In many legal jurisdictions, parties to a contract are expected to act in good faith. The simplest explanation of the doctrine of good faith is that it requires parties to act honestly and not take advantage or make an issue of minor errors in performance as long as those errors don’t obstruct the object of the contract.
Does the doctrine of Good Faith apply in English law?
In short, no, there has never been a concept of good faith in English common law. Indeed, an attempt to bring it into English law was rejected by the House of Lords in the case of Arcos v Ronaasen . The case concerned an English company that had bought a shipment of wooden staves from a Scandinavian company. The order had specified that the staves should be of a specific length. When the staves arrived, they were of different lengths but all within a few inches of the required length. Both parties accepted that, although the staves were not exactly the right size, they could still be used for the purpose for which they were bought. Nonetheless, the English company rejected the staves. The Scandinavian company then issued proceedings to recover payment.
The Scandinavian company argued that, although not all the staves were exactly the right size, they were still fit for purpose, so the doctrine of good faith should be applied and the English company should be compelled to accept the staves. The House of Lords unanimously rejected that argument and ruled decisively that there was no concept of good faith in English law.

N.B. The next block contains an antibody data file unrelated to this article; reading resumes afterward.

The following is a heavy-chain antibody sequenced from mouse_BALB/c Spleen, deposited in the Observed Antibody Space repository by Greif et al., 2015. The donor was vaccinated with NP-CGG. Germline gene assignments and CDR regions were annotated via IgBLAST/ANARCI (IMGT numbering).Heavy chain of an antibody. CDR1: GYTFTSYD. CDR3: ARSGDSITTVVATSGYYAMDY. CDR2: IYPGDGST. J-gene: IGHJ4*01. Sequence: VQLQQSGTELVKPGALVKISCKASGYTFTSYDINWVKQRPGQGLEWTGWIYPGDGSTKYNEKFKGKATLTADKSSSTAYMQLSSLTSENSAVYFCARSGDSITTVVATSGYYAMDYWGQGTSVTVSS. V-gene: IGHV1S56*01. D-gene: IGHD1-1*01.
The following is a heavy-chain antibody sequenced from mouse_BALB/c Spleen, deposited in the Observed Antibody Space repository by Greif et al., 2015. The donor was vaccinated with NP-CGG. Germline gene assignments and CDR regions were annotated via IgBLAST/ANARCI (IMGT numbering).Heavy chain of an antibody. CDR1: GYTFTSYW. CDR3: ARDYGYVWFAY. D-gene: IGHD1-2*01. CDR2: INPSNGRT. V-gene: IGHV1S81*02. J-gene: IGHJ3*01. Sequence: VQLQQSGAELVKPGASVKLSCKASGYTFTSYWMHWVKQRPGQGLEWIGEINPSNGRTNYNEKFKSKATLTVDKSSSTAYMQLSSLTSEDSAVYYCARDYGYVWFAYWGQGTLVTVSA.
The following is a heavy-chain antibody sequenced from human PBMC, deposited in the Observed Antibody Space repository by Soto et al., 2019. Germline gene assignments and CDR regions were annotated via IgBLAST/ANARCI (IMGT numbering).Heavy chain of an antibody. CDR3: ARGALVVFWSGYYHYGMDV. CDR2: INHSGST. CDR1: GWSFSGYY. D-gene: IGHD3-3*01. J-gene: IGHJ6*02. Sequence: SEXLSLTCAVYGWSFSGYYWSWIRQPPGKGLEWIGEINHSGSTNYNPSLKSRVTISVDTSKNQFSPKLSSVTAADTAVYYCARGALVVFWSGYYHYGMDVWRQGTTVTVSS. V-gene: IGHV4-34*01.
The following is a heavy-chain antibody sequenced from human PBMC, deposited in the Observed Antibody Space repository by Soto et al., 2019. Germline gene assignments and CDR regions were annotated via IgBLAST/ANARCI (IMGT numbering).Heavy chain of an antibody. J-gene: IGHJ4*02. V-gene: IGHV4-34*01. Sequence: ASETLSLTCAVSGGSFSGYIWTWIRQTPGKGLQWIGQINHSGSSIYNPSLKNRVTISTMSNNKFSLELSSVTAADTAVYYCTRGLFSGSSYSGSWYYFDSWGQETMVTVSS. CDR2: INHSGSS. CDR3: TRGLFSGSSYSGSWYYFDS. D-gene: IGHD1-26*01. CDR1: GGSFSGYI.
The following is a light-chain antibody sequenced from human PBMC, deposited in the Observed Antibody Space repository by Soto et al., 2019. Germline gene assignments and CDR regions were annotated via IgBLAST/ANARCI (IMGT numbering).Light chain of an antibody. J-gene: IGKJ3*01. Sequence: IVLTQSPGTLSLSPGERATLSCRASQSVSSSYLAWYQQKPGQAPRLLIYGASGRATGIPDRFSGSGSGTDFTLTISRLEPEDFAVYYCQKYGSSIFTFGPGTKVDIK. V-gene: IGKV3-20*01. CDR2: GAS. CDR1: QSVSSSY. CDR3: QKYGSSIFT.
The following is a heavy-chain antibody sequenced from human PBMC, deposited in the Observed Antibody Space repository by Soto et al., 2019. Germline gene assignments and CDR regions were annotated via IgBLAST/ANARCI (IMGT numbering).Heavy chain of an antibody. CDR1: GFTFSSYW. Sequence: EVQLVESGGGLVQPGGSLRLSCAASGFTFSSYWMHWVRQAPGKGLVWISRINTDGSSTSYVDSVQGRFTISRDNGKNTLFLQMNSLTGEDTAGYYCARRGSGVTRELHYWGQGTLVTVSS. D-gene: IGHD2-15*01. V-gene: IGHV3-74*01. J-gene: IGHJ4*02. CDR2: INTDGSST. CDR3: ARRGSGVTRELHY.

Has anything changed since the 1930s?
While generally it remains that there is no overarching duty of good faith, courts have with increasing frequency decided to imply good faith into specific contracts to achieve the object of justice. Therefore, a company now refusing to act in good faith might now expect to be given short shrift by the courts.
However, there are limits to this as the courts are still reluctant to recognise a fully-fledged doctrine of good faith. A good example of this is the relatively recent High Court case of Myers and another v Kestrel and others , where the court considered whether a duty of good faith was implied into a loan note. The court decided that was did not, and decided that no duty of good faith should be implied where the discretion was whether or not to exercise a contractual right. Should the parties have intended good faith to apply to this element of the contract, then they should have expressly drafted this into the contract.
Are you involved in a dispute over a commercial contract? If so the experienced Commercial Dispute Resolution team at Levi Solicitors can help you. Call today on 0113 244 9931.